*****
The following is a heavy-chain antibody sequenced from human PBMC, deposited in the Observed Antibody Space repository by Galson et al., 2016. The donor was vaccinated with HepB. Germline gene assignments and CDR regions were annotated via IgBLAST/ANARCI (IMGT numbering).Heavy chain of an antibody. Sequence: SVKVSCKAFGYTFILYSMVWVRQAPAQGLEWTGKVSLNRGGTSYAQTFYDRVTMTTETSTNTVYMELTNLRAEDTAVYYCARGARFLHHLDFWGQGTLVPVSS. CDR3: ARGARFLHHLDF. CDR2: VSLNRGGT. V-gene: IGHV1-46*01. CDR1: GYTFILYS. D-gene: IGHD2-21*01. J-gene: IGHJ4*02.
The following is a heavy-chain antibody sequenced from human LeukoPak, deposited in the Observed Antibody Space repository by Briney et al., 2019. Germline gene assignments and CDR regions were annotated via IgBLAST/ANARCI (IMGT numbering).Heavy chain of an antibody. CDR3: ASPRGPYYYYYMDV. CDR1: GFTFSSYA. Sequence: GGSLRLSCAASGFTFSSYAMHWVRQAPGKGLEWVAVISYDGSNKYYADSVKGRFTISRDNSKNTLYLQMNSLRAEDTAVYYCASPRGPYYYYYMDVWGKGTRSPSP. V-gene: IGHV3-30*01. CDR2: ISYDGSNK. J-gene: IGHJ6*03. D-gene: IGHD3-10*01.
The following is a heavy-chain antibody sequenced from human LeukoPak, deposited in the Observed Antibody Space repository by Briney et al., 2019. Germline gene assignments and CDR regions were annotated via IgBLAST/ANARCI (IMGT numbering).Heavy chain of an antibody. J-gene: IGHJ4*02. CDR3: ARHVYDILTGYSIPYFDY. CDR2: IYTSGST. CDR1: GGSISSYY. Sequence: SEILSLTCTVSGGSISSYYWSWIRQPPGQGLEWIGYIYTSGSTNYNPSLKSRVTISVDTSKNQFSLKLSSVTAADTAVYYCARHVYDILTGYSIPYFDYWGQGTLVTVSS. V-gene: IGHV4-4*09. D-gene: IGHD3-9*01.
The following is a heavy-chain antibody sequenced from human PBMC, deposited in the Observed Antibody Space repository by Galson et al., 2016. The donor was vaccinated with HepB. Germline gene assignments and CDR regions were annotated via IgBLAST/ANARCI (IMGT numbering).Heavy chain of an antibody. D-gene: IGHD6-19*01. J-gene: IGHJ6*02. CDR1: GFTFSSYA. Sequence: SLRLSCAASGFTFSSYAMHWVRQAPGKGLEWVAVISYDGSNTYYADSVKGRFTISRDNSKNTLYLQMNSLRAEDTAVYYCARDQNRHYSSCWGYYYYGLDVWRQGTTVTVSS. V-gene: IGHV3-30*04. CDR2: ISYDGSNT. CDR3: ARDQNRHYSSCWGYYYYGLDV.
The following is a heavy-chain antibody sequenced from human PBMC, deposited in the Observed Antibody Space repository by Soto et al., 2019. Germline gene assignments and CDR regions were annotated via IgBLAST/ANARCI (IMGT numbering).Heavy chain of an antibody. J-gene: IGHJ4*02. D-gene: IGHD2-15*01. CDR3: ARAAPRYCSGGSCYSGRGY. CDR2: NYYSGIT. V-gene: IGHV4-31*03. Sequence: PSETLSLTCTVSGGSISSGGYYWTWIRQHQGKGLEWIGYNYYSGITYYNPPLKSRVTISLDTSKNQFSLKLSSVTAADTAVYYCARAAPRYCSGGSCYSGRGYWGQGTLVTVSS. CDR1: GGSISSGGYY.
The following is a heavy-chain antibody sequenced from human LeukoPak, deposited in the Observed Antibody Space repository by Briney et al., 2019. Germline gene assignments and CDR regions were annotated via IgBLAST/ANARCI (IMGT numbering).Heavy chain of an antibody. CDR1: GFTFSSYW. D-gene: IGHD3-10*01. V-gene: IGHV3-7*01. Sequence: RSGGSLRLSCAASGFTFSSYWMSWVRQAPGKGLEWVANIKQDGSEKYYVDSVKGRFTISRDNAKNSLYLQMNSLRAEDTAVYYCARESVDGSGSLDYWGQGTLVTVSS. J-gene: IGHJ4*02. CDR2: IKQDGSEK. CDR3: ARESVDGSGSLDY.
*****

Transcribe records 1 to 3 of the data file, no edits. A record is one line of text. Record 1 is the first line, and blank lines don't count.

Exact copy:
The following is a heavy-chain antibody sequenced from human PBMC, deposited in the Observed Antibody Space repository by Galson et al., 2016. The donor was vaccinated with HepB. Germline gene assignments and CDR regions were annotated via IgBLAST/ANARCI (IMGT numbering).Heavy chain of an antibody. Sequence: SVKVSCKAFGYTFILYSMVWVRQAPAQGLEWTGKVSLNRGGTSYAQTFYDRVTMTTETSTNTVYMELTNLRAEDTAVYYCARGARFLHHLDFWGQGTLVPVSS. CDR3: ARGARFLHHLDF. CDR2: VSLNRGGT. V-gene: IGHV1-46*01. CDR1: GYTFILYS. D-gene: IGHD2-21*01. J-gene: IGHJ4*02.
The following is a heavy-chain antibody sequenced from human LeukoPak, deposited in the Observed Antibody Space repository by Briney et al., 2019. Germline gene assignments and CDR regions were annotated via IgBLAST/ANARCI (IMGT numbering).Heavy chain of an antibody. CDR3: ASPRGPYYYYYMDV. CDR1: GFTFSSYA. Sequence: GGSLRLSCAASGFTFSSYAMHWVRQAPGKGLEWVAVISYDGSNKYYADSVKGRFTISRDNSKNTLYLQMNSLRAEDTAVYYCASPRGPYYYYYMDVWGKGTRSPSP. V-gene: IGHV3-30*01. CDR2: ISYDGSNK. J-gene: IGHJ6*03. D-gene: IGHD3-10*01.
The following is a heavy-chain antibody sequenced from human LeukoPak, deposited in the Observed Antibody Space repository by Briney et al., 2019. Germline gene assignments and CDR regions were annotated via IgBLAST/ANARCI (IMGT numbering).Heavy chain of an antibody. J-gene: IGHJ4*02. CDR3: ARHVYDILTGYSIPYFDY. CDR2: IYTSGST. CDR1: GGSISSYY. Sequence: SEILSLTCTVSGGSISSYYWSWIRQPPGQGLEWIGYIYTSGSTNYNPSLKSRVTISVDTSKNQFSLKLSSVTAADTAVYYCARHVYDILTGYSIPYFDYWGQGTLVTVSS. V-gene: IGHV4-4*09. D-gene: IGHD3-9*01.